What to do if a prospective employer told your then current employer that you had a job interview and this resulted in the loss of your job?

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What to do if a prospective employer told your then current employer that you had a job interview and this resulted in the loss of your job?

The potential and present employer know each other through business dealings but have some differences and issues. In a conversation they had, the potential employer mentioned my name in the context of some management problems and informed the present employer that I had visited him. I got laid off the next day. Do I have a case to go after the potential employer who has shown no remorse or regret inspite of knowing the situation.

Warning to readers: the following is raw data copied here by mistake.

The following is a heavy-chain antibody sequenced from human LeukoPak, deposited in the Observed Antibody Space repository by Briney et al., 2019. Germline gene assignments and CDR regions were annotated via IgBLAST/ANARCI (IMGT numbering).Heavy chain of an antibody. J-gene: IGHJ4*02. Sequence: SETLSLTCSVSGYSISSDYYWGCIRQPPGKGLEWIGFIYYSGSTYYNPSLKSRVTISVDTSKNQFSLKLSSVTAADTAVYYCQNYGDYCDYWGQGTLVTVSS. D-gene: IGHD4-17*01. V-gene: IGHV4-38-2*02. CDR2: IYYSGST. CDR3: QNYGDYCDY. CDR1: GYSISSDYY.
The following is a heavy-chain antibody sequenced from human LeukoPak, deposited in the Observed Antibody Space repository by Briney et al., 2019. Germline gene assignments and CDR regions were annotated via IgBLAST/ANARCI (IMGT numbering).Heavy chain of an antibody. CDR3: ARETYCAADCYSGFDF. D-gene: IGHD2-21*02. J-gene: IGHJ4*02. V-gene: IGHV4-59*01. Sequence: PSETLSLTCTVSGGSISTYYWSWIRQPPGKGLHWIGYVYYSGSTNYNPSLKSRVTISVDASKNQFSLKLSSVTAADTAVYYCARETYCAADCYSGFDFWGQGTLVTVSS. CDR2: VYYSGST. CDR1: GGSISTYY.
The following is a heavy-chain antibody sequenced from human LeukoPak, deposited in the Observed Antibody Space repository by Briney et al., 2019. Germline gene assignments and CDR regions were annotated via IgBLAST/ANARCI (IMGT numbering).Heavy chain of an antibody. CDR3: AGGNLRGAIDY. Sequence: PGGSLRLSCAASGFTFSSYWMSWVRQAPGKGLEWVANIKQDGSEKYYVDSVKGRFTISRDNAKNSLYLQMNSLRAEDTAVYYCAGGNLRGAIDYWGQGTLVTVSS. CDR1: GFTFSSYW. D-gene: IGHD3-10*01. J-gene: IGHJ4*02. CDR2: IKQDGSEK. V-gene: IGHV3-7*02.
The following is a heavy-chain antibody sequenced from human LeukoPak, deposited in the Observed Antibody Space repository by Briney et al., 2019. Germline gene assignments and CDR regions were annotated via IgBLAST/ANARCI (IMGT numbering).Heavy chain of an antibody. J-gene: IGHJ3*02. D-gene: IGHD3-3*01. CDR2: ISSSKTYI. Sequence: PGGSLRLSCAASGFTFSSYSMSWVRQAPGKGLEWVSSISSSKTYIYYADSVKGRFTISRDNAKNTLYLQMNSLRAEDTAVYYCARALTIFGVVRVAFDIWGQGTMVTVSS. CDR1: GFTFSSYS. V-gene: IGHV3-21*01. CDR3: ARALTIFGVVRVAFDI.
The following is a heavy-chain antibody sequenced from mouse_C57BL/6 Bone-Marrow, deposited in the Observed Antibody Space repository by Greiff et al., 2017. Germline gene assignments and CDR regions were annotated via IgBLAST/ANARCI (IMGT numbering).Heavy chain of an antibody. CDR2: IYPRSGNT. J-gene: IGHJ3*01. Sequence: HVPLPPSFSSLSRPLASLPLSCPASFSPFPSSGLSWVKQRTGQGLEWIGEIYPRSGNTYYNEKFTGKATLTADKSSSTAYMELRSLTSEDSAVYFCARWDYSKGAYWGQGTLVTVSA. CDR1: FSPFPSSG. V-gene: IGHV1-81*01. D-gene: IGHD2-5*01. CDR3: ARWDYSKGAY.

Asked on January 27, 2011 under Employment Labor Law, Massachusetts

Answers:

SJZ, Member, New York Bar / FreeAdvice Contributing Attorney

Answered 10 years ago | Contributor

You probably have no recourse at all. Whether or not what the prospective employer did was moral, fair, professional, etc., there is no law against employer A telling anyone, including employer B, that an employee of B is interviewing with him. This is simply not information that someone is obligated to keep confidential (unless and only to the extent that the prospective employer may have agreed, preferably in writing, to hold the information confidential). This is a known risk of interviewing while employed; while it is very unfortunately, it does happen. Since there is no general duty to keep the identify or fact of interviews condidential, there is no ability to take legal action against someone for disclosing it. In the future, do not interview with someone who knows your current employer--that's the best way to avoid this.


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